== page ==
Date: Mon, 15 Jul 2002 20:14:43 +0200
From: "Anders Fondal" <>
Subject: SV: Sudden engine stop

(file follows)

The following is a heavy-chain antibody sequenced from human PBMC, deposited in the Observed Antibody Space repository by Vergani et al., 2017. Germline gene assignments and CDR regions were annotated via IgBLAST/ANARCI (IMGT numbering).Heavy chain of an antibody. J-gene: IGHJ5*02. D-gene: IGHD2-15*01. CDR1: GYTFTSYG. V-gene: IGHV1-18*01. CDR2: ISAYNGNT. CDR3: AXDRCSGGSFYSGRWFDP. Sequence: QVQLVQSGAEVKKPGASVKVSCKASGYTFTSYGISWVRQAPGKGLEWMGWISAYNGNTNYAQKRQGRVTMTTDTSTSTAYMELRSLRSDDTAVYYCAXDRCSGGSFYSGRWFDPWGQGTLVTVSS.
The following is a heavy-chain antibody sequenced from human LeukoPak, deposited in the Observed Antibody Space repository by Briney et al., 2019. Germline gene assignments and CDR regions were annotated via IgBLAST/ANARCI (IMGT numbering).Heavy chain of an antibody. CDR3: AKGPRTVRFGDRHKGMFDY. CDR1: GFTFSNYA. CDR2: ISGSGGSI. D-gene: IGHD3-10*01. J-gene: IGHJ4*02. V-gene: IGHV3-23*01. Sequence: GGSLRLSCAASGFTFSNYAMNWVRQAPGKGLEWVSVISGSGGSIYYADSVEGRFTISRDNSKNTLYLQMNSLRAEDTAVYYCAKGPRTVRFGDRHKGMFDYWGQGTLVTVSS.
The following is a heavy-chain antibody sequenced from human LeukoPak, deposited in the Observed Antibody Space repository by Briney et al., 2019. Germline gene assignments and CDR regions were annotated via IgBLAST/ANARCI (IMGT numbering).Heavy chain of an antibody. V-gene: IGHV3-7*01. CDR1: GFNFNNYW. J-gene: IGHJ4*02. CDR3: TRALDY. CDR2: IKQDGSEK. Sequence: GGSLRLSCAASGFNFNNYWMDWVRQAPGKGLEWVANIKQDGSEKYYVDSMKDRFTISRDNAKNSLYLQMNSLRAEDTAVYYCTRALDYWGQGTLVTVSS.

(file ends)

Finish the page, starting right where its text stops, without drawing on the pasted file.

Thanks again, a lot of helpful hints here....! I got my hands on a used distributor and coil today, changed'em, and there it is...!! So far so good, the problem's gone. Only thing that remains is adjusting timing and CO. Hoooooraaay! (Robert: p min 99GL er det t”ndningsmodul (bosch) :-)) oh by the way, I payed 50NOK (that's about £4!) for the parts! Anders Robert Brown <> skrev i > > > Anders Fondal wrote: > > > Hi guys > > > > I have an 83 99 GL. > > The car works just fine and have done so ever since I bought it in february, > > possible with a little too rich mixture (occasional smell of gas, and a > > somewhat low mileage pr. litre) > > > > However: It runs fine for about a kilometer or two, then it just dies on me. > > I have power and ignition, but it won't run. I wait for a minute or two, and > > it fires up like nothing happened. Then it just dies again. > > What is the ambient temperature? I know this part of the world has been getting > unusually warm weather the past few weeks (between 20C and 30C)? > > Starting the car with cold engine or warm engine (having run it a few minutes > before stopping and restarting)? > > > > > > > I have changed membrane in the carb, adjusted floater and replaced floater > > valve. (when it runs, it runs very smoothly and in my ears very nice) > > No gas smell, no sputter..... the carb's now in very good shape > > > > Could it be the timing module? or the distributor/cap? > > Don't recall that*my* 1983 99GL had a timing module ;-) Only points > (brytarespets), which, if incorrectly spaced, can cause weak spark. Look for 0,4 > mm at the widest point, or check for a dwell angle (kamaxelvinkel) of 50 deg +/- > 3 deg. But I doubt that's your problem here. > > > > > > > Any suggestions wuld be of great help, > > > > Anders > > I used to get that problem in the summertime, especially if starting the car > with a warm engine. > Seemed to be caused by vapourisation of fuel somewhere in the fuel line or > carburettor flotation tank, in my case. It would just sputter and die about > after 500 metres or so. My solution was to turn it over on the starter motor. > After 10 seconds I'd get nice cool fuel flowing through and problem would be > solved. > > Another thing you could try is to adjust the valve for flotation chamber > ventilation (ventil f–r flott–rhusventilation, see workshop manual section 2 > page 231-18). Said to (and translated from Swedish) "improve warm start > characteristics by preventing fuel vapour from getting into the system". > > And another: Check your temperature compensator (with a white plastic cover on > it, sitting on the back (firewall side) of the carburettor). The black plug on > the end of the thermometallic arm should start to move out (opening the valve) > at about 20C. Best to remove the compensator (don't drop the little rubber > gasket from the end that sticks into the carburettor), put it into water at 15C > with an accurate thermometer, then heat it up to 20-22C on the stove. My > recollection is if that valve starts to open too early, the idle speed will drop > very quickly, with the kind of symptoms that you seem to describe. My engine > could get problems from this regardless of whether it was winter or summer. > > The hint about the coil from Thomas and David sounds like the easiest first step > to diagnosing. > But if you want to try my suggestions then I can scan a couple of pages out of > the workshop manual and email to you (email me, dropping the ".nospam" from the > end of my address, if you want these pages) > > Good luck and tell us how you get on with the fix. > > Robert, > G–teborg (2001 A4, 1999 9-3, 1983 99 GL R.I.P., 1983 900 GL R.I.P.) >

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